An Oscar for Andy?

On the back of the unexpected success of Rise of the Planet of the Apes, the big news isn’t a planned sequel but rather a “a healthy seven-figure deal for Andy Serkis to reprise his role as lead ape Caesar” along with the announcement that 20th Century Fox will be mounting an Oscar campaign aimed at getting Serkis a long overdue nod for Best Supporting Actor. It’s significant, too, because we never see Andy Serkis directly in Rise; rather, Caesar was created by the meshing of Serkis’s visceral, physical acting and the state-of-the-art computer wizardry from Weta Digital. Whether you prefer the term virtual actor, synthespian (‘synthetic thespian’) or just performance capture, an Academy Award for Serkis would demonstrate a widening understanding of what ‘acting’ actually means.

While synthespians aren’t entirely new, they’ve always been treated with a certain level of suspicion. On one hand, actors and unions feared that studios might find a way to do away with physical actors altogether, preferring the more reliable, less demanding and infinitely more malleable certainty of digital datasets. However, as Dan North convincingly argues in Performing Illusions, rather than making actors superfluous, synthespians actually illustrate ‘an interdependence between the human and the machine, the digital and the analogue, the real and the simulated’. Anyone who has worked with performance capture knows that it takes more people to facilitate the work of a virtual actor, not less. Perhaps more difficult to overcome is the sense that since the on-screen presence is necessarily created by digital technology, then for virtual actors it’s very difficult to tell where the actor ends and the virtual begins. If software like Photoshop has challenged the truth value of photographs, then a synthespian might embody that distrust writ large.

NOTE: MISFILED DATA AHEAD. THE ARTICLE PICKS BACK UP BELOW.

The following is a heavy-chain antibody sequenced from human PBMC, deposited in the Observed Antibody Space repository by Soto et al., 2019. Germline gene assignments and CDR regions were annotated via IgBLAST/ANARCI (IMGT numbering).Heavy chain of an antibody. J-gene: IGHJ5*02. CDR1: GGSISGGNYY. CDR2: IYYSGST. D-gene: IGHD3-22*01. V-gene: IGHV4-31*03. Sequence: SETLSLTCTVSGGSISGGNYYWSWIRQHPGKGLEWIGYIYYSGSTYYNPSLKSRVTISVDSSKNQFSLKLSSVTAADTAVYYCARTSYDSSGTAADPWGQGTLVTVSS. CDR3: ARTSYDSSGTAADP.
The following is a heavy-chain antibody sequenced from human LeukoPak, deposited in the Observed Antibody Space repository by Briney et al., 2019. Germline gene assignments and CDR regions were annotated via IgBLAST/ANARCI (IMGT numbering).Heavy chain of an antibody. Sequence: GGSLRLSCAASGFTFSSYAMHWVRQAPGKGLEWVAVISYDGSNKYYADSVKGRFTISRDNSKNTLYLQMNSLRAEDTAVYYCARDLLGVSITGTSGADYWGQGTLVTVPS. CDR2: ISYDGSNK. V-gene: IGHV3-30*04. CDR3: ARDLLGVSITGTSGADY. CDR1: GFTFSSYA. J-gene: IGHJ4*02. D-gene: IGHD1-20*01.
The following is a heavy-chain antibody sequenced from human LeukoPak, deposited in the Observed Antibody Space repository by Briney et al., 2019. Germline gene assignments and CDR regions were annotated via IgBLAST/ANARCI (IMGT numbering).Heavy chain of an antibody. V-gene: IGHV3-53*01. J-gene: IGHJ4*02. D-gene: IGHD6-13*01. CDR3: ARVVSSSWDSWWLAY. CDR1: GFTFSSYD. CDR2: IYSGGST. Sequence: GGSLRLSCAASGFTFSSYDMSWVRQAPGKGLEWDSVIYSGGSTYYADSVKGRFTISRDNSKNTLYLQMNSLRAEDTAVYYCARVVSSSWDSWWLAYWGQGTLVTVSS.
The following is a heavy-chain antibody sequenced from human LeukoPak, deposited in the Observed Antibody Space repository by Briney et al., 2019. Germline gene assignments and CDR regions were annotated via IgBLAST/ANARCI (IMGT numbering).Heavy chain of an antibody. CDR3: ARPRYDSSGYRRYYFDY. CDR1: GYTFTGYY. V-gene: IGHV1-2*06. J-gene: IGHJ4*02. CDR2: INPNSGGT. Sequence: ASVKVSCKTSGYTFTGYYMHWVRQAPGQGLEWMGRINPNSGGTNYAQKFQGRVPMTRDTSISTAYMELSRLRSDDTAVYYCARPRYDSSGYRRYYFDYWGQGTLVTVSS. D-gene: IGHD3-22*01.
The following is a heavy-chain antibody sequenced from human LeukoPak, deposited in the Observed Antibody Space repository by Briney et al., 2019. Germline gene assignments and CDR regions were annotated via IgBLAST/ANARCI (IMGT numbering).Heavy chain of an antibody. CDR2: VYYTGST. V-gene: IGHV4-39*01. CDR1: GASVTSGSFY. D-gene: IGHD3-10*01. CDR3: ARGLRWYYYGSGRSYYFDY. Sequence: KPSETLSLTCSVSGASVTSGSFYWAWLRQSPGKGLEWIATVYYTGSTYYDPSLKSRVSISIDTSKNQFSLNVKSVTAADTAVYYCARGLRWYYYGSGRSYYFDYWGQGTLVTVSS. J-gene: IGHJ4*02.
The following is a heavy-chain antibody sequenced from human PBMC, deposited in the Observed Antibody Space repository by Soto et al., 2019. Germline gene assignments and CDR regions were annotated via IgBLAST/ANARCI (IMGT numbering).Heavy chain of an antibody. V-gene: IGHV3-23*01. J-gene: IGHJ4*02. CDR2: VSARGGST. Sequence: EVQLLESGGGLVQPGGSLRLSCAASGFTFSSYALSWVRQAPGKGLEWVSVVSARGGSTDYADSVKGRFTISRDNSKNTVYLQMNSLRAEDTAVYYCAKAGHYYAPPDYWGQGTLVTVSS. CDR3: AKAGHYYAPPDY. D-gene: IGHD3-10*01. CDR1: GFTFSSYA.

In some respect addressing the uncertainly associated with virtual acting, in the Rise of the Planet of the Apes – Weta Featurette released to showcase the film’s special effects on its initial cinema release, Serkis describes performance capture as a means to create ape characters “infused with the heart and soul of an actor”.  Director Rupert Wyatt goes a step further, arguing: “You can be blinded by the technology, you can find yourself weighed down by it, and I think Andy brings a spirit and an understanding and a simplicity. He’s able to push the technology to one side and just think about it interms of just a real live action performance.” These promotional clips could almost be seen as the opening salvo in 20th Century Fox’s Oscar campaign.